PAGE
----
I’m Watching

My worlds – writing mysteries and teaching college –  have finally collided and I couldn’t be happier. Thanks to technology, I’m now able to apply my fictional super-sleuthing abilities to my actual classrooms.

Eek – does that mean she’s spying on us?

In a way.


I am.


On you.

And here’s how……

Almost every student as this point has participated in either an online course or a traditional course with an online compliment. I’ve been teaching online for years, but until recently, I haven’t taken advantage of the tools offered by the educational software packages. This summer, I decided to delve into the myriad of reports offered by the software. Once, I got the hang of it, I spent time coding my digital classrooms to capture just about any type of student behavior.

How often do you log on? What pages do you look at? How long do you spend on each page? How many times did you open a video? When was the last time you logged on? How does your behavior compare to your classmates? How long did it take you to complete a test? Did you look at the calendar, the announcements, the emails?  Your test crashed and you need an extension? Really – because it has to open first before it crashes. You get the idea.

Holy cow! This is insane and so powerful because now I no longer have to have fake conversations with students. In the past, I had to sift through the stories, the tears, the excuses and the inevitable death of Grandma who, for some reason, could never stay alive through final exam week.

The question is whether I will use my newly acquired electronic knowledge for good or evil. Before you panic, there’s a word for this in the educational field and it’s called an Early Warning System.  What I’m supposed to be doing is tracking student behavior and alerting you before it impacts you negatively.

Translation“Hey Student, I see you’ve only checked in once this week. Do you need help?”

Now that we’re on the same page, I have only one request. If you know that I know, then let’s both come to the table and have an honest conversation about your progress.

I’d love to hear from students! Let me know how you feel about being tracked in your online coursework.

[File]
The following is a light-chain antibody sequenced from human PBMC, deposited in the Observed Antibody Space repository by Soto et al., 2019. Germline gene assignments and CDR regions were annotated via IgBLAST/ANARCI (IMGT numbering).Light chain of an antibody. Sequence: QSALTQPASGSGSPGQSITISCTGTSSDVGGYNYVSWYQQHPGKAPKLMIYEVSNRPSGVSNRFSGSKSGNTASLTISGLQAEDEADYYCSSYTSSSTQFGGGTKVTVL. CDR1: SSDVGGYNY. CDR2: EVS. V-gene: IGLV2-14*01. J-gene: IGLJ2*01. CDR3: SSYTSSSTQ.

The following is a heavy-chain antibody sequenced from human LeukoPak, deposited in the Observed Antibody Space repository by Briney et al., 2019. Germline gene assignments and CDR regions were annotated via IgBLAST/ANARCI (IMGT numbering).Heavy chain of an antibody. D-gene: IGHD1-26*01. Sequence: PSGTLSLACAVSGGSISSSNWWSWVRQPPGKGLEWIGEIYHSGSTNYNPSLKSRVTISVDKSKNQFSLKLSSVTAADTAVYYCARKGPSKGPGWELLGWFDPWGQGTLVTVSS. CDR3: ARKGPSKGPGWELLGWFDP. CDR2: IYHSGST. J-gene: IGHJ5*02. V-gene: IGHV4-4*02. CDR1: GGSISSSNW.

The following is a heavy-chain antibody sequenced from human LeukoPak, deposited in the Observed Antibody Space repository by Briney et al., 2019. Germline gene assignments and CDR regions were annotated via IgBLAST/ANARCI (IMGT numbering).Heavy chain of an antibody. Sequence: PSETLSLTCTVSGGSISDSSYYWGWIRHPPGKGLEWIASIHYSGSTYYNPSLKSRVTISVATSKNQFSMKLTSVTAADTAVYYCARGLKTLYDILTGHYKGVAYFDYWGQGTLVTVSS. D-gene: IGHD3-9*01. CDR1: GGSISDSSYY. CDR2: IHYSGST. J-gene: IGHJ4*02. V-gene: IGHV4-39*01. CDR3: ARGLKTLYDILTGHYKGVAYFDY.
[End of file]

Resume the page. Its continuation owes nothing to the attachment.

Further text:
Are You Too Old For E-Textbooks?

I feel sorry for Millennials – the world has branded them the first high-tech generation yet they already seem too old to master digital learning. If you’ve ever screamed at your computer screen because your online test abruptly closed before you finished, you know what I’m talking about.

As young as Millennials are, their elementary school teacher was still a person, not an avatar and their textbooks were hard covered and at least 20 years old. Remember when teachers passed out a textbook and you couldn’t wait to see who had it before you? And who didn’t love the ridiculous names scrawled inside the cover – James Bond, Homeroom 007. Give it up, people. There’s nothing like a 12 year-old with a sense of humor.

Fast forward to college where tests, readings, assignments and course announcements are all online. And your teacher? A mere thumbnail picture on your screen. We all thought Millennials would love it, yet it seems to be backfiring.

Last semester, we tested an online component to a traditional lecture course where teachers could track student progress through a series of online exercises and tests. It bombed. Students were frustrated, grades dropped and my student reviews took a beating. For the record, it wasn’t my idea.

So what’s up Millennials? You tell me – how do you like to learn?

Dear Virtual Student,



I’d like to congratulate you on being a number, that meaningless array of digits your school has provided to ensure you don’t stand out in a crowd. Most likely, we’ll never meet in person and I’ll never hear the sound of your voice. Sure, we’ll exchange some emails concerning course requirements. You’ll be polite and I will return your concise questions with my own professional responses. Years from now, I’m certain you’ll never mention me as your favorite teacher and I’ll never remember that day we didn’t meet.


Don’t take this the wrong way, but I’m loving our virtual relationship and here’s why. I’d much rather grade a student based on what they produced than be swayed by how they performed.


A physical classroom setting is a platform for theatrics where a vocal student can easily outmaneuver an introverted peer. By now you must be thinking –“That’s not fair. How much you talk in class shouldn’t make a difference.” Really? If your syllabus includes participation, then that’s exactly what it means.


Luckily, stage presence is not a factor on-line. In a virtual classroom, you are what you submit. I’m not impressed you’re wearing a suit. I’ll never know if you have a sweaty handshake and I’ll never know if you’re lounging in your pajamas and drinking a beer while taking an online quiz.  All I care about is whether or not you answered the question.


So make it good. And I mean really good because that’s all you’ve got.



Comments about your experience with online teachers are welcome here!